8 Things You Will Encounter During Bus Travel in South America

13 Mar

False. No one is this happy before taking a bus.

1) Reggaeton Recliner– Let me preface this by saying if you are over six feet tall you ‘re fucked. South America is best enjoyed at around 5’9” There will always be a guy who sits down in the seat in front of you and immediately without hesitation or regard for knee caps and menisci will recline as far as he can go. He then usually puts on absurdly loud Reggaeton, Salsa, or Cumbia and pretends not to feel taps on his shoulders.

2) Narcoleptic Recliner– This is a variation of number one, but equally as annoying. This person arrives on the bus and apparently hasn’t slept in months because they immediately recline their seat, fall asleep and begin snoring within seconds. Now maybe this person has just finished back-to-back marathons and has asthma and is narcoleptic and I am too harsh in my judgment. Or maybe they are inconsiderate slobs. Is it even possible to sleep for 16 hours straight without coming down from an acid trip? Do every one a favor and take a quick nap before the bus, snore it up all you want, and then just sit there and stare straight forward like every one else.

3) Segal– Are you a fan of Steven Segal? No? Then you’re fucked. Be prepared to watch at least one and more likely 900 Segal movies. From his memorable role as Jonothan Cold in “Black Dawn” to his striking performance as Harlan Banks in “Today You Die,” Segal sizzles on the small, blurry, and often cracked monitor. Groggy bus passenger audiences sit captive watching his ponytail flail about as he nonchalantly karate chops helpless goons from Rio to Bogota. One time a Sarah Michelle Gellar movie came on, and a man in the front of the bus punched the driver for treason. Segal is king.

4) Balls Cold– If you own Arctic commando fatigues, you are in luck. If you have ever trained to survive sub-zero temperatures then you will be well suited for bus travel in South America. Apparently there are no such things as knobs to control temperature on buses here. The bus temp always hovers around the more reasonable ‘balls cold,’ to ‘cryogenics cavern cold.’ Just pray the trip is under 20 hours, if not, you will be dealing with respiratory illness and or frostbite. According to NOAA, (National Oceanic and Atmospheric Administration) 24 people die in the U.S. every year from issues related to the cold. Last year in South America, 7,000 people died from cold buses and lack of blood circulation due to insufficient legroom. That is a made up fact, but seriously bring a hoody.

5) Anytime Minutes– Someone in your near vicinity will either dial or receive close to 500 cell phone calls. They will have an obnoxiously loud ring tone and will wait until the last possible ring to pick up. The conversations always have something to do with how slow the bus is going and what time they may or may not arrive. Look, we are all on the same terrible bus ride, text your mom or loved one when you are close. We’ll get there shortly barring any horrific accident involving high speeds and sketchy roads… oh wait.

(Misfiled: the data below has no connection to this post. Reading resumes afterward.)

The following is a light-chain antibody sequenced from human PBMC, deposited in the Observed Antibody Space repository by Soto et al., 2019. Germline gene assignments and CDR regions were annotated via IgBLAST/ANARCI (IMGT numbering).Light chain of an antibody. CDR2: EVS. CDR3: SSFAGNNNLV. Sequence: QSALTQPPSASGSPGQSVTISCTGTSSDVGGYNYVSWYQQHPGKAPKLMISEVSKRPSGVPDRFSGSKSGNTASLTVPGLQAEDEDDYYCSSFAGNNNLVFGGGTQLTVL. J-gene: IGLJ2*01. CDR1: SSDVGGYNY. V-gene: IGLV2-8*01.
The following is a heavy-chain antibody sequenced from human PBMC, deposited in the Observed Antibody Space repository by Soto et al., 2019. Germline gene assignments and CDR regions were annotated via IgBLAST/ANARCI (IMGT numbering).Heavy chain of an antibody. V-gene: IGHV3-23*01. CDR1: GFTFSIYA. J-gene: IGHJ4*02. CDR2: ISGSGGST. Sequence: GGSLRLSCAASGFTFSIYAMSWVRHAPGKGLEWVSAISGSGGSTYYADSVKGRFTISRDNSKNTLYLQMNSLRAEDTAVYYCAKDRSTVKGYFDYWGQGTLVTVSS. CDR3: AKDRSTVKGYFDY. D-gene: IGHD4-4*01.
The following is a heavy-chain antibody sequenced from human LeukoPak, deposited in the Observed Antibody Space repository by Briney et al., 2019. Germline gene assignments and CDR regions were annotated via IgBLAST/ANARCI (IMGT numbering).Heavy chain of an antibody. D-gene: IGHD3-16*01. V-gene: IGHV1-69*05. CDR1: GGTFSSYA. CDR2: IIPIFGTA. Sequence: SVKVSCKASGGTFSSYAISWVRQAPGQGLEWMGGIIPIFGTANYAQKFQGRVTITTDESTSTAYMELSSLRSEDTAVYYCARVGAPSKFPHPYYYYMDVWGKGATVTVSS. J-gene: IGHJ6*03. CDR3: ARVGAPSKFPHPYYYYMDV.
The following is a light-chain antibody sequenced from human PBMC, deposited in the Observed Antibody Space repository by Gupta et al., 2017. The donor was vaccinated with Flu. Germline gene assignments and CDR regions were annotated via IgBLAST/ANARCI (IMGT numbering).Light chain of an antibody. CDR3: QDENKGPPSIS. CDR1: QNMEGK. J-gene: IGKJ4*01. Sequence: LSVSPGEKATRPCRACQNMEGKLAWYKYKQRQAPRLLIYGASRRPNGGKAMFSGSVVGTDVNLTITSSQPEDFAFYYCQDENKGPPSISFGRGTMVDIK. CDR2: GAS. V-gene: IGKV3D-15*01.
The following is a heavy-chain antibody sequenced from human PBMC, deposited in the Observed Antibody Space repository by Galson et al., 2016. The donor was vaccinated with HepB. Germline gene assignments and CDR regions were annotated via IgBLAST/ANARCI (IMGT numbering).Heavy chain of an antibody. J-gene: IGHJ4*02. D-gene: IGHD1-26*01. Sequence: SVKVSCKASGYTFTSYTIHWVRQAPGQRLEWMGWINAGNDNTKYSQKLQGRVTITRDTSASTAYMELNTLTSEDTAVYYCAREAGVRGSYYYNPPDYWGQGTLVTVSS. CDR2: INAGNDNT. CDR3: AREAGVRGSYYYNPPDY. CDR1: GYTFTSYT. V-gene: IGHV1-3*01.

6) Move Bitch Get Out the Way!– One of the most popular practical jokes in South America is to take a big clumsy bus with bad suspension, drive it 100 miles per hour in pouring rain over steep, curvy mountain roads while passing cars on blind corners. Don’t worry, all drivers in South America have watched Tokyo Drift at least three times, you’re in good hands. Sure, it’s pretty frightening for the entire duration of the trip, but once you arrive at your destination you exchange clammy high fives and nervous laughter with the driver. It’s really just a great joke.

7) Gnarly Food Decisions– Bring food and water like you are preparing for a long winter full of earthquakes. While some bus companies provide a luke warm, unidentifiable entrée, the majority will only stop once at the finest dimly lit roadside shack. If you have never tried a cold doughy ball full of raw chicken and old cheese, this is your chance. If you are a brave and self-proclaimed “foodie” then by all means go ahead, but be prepared to visit a farmacia or bano within the next several hours. Oh yea, and good luck with the bathroom. Some buses don’t even have one; others do but never have toilet paper, and some inexplicably read, “For urinating only.” My advice is a big bag of Doritos, yogurt and water.

8) Elbow Battler– If you are traveling solo, chances are someone is going to sit next to you. The best you can hope for is a small girl that doesn’t say anything or move the whole trip. This never happens. You will most likely receive some heavily scented man with a Napoleon complex who swears he needs just as much room as someone twice his size. Dude, I swear I’m not trying to be a dick, I just need a little more leg and shoulder room than you, its just how I’m built. Please stop battling me for elbow position and using every bump in the road as an opportunity to encroach on my already tiny seat.

That's more like it.

3 Responses to “8 Things You Will Encounter During Bus Travel in South America”

  1. Zoe March 13, 2012 at 9:21 pm #

    Nostalgia.

  2. alexsglob March 13, 2012 at 9:59 pm #

    Flawless and hilarious, as usual 🙂

  3. BillyIdiot March 14, 2012 at 12:58 am #

    If you’re traveling by bus in South America… you’re fucked,.

Leave a Reply

Fill in your details below or click an icon to log in:

WordPress.com Logo

You are commenting using your WordPress.com account. Log Out / Change )

Twitter picture

You are commenting using your Twitter account. Log Out / Change )

Facebook photo

You are commenting using your Facebook account. Log Out / Change )

Google+ photo

You are commenting using your Google+ account. Log Out / Change )

Connecting to %s

%d bloggers like this: